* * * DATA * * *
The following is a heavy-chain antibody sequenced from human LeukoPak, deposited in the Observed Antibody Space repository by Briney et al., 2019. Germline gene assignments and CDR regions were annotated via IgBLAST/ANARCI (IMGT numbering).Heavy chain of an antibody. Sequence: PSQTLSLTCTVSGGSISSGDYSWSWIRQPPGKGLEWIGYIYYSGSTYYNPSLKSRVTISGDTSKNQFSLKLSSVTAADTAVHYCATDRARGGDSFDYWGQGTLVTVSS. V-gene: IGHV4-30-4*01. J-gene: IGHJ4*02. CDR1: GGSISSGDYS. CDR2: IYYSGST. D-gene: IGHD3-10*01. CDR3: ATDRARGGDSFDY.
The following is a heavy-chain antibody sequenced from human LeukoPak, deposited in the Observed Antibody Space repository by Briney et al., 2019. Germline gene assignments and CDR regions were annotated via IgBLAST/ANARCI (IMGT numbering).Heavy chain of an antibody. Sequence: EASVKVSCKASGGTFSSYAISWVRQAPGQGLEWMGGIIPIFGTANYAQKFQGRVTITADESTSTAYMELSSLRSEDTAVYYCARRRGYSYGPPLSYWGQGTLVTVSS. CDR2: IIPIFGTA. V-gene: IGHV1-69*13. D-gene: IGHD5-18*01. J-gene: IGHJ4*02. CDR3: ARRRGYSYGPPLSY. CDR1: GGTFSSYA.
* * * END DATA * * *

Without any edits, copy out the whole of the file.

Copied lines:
The following is a heavy-chain antibody sequenced from human LeukoPak, deposited in the Observed Antibody Space repository by Briney et al., 2019. Germline gene assignments and CDR regions were annotated via IgBLAST/ANARCI (IMGT numbering).Heavy chain of an antibody. Sequence: PSQTLSLTCTVSGGSISSGDYSWSWIRQPPGKGLEWIGYIYYSGSTYYNPSLKSRVTISGDTSKNQFSLKLSSVTAADTAVHYCATDRARGGDSFDYWGQGTLVTVSS. V-gene: IGHV4-30-4*01. J-gene: IGHJ4*02. CDR1: GGSISSGDYS. CDR2: IYYSGST. D-gene: IGHD3-10*01. CDR3: ATDRARGGDSFDY.
The following is a heavy-chain antibody sequenced from human LeukoPak, deposited in the Observed Antibody Space repository by Briney et al., 2019. Germline gene assignments and CDR regions were annotated via IgBLAST/ANARCI (IMGT numbering).Heavy chain of an antibody. Sequence: EASVKVSCKASGGTFSSYAISWVRQAPGQGLEWMGGIIPIFGTANYAQKFQGRVTITADESTSTAYMELSSLRSEDTAVYYCARRRGYSYGPPLSYWGQGTLVTVSS. CDR2: IIPIFGTA. V-gene: IGHV1-69*13. D-gene: IGHD5-18*01. J-gene: IGHJ4*02. CDR3: ARRRGYSYGPPLSY. CDR1: GGTFSSYA.